Cuba’s continuing economic turmoil has become so bad that Havana will begin electricity blackouts by next week. It has cancelled carnival and is taking other measures as the country’s energy crisis worsens, state media reported on Saturday.
The capital, home to a fifth of the population of 11.2 million and centre of economic activity, had been spared the daily power outages of four or more hours that the rest of the island has endured for months.
Blackouts have sparked a few small local protests this summer and a year ago fuelled a day of unprecedented unrest across the country as discontent boiled over.
For now, a schedule of power outages will mean each of Havana’s six municipalities will have its electricity cut every three days during peak mid-day hours, according to the local Communist Party daily, Tribuna de la Habana, which reported on a meeting of local authorities.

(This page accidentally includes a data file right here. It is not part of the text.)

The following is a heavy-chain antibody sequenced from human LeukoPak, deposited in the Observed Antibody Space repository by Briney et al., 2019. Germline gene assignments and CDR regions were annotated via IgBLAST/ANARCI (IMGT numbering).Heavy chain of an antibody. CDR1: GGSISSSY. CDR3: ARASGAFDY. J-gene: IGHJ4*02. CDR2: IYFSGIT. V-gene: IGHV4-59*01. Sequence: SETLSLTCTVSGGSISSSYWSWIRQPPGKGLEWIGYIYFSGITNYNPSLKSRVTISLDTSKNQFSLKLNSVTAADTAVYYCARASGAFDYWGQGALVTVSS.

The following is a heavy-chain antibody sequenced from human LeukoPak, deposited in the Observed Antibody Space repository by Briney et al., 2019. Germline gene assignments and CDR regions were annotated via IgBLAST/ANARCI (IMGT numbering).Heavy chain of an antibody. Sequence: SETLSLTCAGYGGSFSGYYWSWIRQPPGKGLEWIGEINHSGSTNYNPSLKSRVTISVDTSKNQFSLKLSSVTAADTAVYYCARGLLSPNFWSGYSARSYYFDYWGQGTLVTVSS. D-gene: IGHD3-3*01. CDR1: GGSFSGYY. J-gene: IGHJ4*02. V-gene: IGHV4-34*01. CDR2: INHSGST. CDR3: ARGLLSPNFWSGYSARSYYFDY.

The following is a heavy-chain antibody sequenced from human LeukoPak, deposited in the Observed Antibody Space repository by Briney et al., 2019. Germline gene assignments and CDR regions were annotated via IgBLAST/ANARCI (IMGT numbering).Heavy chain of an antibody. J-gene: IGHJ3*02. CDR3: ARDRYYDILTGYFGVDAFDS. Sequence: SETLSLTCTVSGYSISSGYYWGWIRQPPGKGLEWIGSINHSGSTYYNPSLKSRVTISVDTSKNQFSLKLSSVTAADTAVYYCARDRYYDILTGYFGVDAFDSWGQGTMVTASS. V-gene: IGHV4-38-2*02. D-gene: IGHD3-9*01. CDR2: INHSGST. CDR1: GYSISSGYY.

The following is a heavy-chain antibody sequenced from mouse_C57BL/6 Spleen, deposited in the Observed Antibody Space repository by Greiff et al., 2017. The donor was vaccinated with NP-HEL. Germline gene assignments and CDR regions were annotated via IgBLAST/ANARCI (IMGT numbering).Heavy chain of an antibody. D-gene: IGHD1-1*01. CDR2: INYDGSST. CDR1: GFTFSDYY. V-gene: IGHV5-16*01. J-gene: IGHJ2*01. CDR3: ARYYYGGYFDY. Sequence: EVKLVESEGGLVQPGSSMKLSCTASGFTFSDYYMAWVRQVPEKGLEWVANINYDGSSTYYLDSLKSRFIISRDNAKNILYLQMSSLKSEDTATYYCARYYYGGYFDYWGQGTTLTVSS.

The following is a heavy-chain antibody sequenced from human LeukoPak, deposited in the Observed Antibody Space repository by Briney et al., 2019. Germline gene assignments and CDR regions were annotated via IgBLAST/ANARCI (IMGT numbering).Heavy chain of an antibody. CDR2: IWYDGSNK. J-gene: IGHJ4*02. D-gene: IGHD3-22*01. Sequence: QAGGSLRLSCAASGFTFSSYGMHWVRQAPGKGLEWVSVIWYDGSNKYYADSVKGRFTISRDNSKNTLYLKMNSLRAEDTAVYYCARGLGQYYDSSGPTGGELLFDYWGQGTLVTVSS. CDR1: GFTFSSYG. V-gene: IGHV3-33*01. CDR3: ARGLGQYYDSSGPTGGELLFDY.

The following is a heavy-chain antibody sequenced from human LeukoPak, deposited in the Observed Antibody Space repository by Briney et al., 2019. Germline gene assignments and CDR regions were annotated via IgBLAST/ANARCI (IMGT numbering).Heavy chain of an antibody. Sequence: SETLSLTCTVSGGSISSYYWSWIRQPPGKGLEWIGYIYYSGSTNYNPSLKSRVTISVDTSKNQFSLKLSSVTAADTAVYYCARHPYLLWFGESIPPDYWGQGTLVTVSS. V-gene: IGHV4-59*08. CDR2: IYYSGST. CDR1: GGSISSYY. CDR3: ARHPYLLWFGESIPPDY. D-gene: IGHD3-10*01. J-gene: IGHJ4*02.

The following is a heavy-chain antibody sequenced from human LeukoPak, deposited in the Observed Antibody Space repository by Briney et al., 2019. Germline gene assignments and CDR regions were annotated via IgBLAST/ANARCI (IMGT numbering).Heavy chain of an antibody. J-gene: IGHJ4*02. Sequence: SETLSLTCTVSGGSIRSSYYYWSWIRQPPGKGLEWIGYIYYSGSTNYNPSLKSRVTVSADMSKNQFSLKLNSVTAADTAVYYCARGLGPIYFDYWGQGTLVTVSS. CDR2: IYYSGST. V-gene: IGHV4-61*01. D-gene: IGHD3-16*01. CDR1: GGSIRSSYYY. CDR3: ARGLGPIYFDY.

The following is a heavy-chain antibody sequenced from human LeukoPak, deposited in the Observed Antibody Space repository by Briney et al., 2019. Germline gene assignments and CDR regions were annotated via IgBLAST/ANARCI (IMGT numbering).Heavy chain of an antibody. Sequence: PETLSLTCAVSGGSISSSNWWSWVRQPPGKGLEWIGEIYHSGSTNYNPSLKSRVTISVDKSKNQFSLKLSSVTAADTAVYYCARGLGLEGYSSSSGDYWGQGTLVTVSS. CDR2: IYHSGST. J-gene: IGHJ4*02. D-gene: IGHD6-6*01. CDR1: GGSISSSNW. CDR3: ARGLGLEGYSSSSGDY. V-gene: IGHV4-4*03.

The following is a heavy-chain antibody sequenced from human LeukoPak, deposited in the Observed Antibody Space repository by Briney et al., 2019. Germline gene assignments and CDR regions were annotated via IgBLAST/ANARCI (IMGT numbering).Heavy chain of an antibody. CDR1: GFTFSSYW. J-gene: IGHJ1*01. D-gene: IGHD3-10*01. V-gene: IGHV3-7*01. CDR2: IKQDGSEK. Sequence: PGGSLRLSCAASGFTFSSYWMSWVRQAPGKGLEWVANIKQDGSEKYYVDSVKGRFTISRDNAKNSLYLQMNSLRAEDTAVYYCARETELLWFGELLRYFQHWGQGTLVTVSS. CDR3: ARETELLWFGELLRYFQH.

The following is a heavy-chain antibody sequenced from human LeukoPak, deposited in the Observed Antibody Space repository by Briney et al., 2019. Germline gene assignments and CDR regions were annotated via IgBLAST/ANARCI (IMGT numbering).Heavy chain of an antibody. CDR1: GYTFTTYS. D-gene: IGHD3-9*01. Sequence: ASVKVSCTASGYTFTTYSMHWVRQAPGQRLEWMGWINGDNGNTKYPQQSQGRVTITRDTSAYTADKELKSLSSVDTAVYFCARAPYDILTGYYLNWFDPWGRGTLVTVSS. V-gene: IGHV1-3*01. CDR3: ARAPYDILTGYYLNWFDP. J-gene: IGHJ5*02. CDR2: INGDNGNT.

The blackouts reflect a deepening economic crisis that began with harsh new US sanctions on the island in 2019 and worsened with the pandemic that gutted tourism, and then Russia’s invasion of Ukraine.
Soaring prices for food, fuel and shipping have exposed import dependence and vulnerabilities such as a decaying infrastructure. The country’s economy declined 10.9 percent in 2020, recovering just 1.3 percent last year.
Cubans have withstood more than two years of food and medicine shortages, long lines to purchase scarce goods, high prices and transportation woes. The blackouts have only added to the frustration, leading to an exodus of more than 150,000 Cubans since October to the United States, and more elsewhere.